But beyond the lure of funds for reconstruction, the Government of Afghanistan also views the strong ties with India as a means to assuage the sense of insecurity that would definitely plague the hapless nation on account of the debilitating power struggle anticipated in the power vacuum following the withdrawal in 2014 of the US and NATO forces. Of particular concern to Afghanistan is the potential of trouble from Pakistan.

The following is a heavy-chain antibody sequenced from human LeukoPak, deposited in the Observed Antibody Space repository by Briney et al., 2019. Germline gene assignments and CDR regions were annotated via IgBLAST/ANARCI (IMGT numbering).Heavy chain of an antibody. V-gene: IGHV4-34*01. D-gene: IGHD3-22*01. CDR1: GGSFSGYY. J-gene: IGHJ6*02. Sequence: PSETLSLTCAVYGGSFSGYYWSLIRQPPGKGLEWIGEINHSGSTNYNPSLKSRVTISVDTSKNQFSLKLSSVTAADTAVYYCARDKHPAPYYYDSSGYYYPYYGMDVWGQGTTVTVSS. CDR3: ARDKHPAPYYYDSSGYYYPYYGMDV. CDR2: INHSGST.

While Afghanistan is aware that India is unlikely to rush in with large military forces to replace the powers withdrawing from Afghanistan, the Karzai government perceives India to be a reliable partner without any devious intent, evil design or hidden agenda, capable of assisting the war-torn nation to stabilise. In the Afghan assessment, India has the political stature and economic clout to influence nations not only in the region but also in the world to support efforts to safeguard the legitimate national interests of Afghanistan. As against Pakistan’s long history and somewhat dubious track record of perpetual interference in the affairs of Afghanistan, its subversive activities there and covert support to militancy, India has accumulated a fund of goodwill amongst the common people through her strong focus on programmes related to the development of infrastructure such as roads, telecommunication facilities and power generation. India has also invested in education, human resource development as investment in the future leadership and healthcare. In the Afghan perception, Pakistan is clearly not in a position to compete with India be it in respect of economic cooperation or in the realm of foreign policy where India is being seen as a mature, seasoned and proactive player on the global scene. Afghanistan has clearly opted to go along with a partner that can effectively contribute to stability and prosperity.